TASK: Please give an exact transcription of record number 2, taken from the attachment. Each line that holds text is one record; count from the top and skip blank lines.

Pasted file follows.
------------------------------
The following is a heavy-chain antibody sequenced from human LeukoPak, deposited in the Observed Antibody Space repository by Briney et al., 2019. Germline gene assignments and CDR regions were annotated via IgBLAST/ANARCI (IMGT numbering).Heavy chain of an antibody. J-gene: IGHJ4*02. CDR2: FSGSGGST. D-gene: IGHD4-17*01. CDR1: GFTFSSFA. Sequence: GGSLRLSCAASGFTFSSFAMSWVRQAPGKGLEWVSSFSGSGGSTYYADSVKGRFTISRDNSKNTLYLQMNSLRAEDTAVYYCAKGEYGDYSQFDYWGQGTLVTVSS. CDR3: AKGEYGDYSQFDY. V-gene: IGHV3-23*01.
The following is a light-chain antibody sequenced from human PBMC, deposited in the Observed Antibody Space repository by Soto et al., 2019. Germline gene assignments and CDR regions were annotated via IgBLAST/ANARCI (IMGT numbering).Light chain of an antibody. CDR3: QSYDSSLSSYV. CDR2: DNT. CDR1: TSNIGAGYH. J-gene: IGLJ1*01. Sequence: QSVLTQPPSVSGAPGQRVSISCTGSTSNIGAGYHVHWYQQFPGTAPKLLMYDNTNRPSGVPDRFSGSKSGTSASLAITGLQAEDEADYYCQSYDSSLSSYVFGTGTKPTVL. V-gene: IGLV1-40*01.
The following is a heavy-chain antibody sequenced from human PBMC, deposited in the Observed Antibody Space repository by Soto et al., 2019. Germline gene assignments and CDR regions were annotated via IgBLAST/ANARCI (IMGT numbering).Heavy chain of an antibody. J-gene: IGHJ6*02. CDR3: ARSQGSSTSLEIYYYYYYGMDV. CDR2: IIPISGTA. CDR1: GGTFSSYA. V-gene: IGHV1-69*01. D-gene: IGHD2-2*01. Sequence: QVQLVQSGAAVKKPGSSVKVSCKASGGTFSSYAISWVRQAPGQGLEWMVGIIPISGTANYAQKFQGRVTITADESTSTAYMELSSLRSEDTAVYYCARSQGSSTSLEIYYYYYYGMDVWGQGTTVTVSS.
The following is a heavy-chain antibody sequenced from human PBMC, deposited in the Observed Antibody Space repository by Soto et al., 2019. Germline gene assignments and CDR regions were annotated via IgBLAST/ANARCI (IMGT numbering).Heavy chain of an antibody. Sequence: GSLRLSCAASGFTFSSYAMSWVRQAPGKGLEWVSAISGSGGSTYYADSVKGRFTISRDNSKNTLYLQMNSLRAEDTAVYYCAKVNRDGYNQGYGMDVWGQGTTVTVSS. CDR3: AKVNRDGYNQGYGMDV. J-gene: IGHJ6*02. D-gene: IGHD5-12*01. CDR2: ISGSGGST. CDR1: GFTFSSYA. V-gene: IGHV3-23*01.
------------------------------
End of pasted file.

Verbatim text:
The following is a light-chain antibody sequenced from human PBMC, deposited in the Observed Antibody Space repository by Soto et al., 2019. Germline gene assignments and CDR regions were annotated via IgBLAST/ANARCI (IMGT numbering).Light chain of an antibody. CDR3: QSYDSSLSSYV. CDR2: DNT. CDR1: TSNIGAGYH. J-gene: IGLJ1*01. Sequence: QSVLTQPPSVSGAPGQRVSISCTGSTSNIGAGYHVHWYQQFPGTAPKLLMYDNTNRPSGVPDRFSGSKSGTSASLAITGLQAEDEADYYCQSYDSSLSSYVFGTGTKPTVL. V-gene: IGLV1-40*01.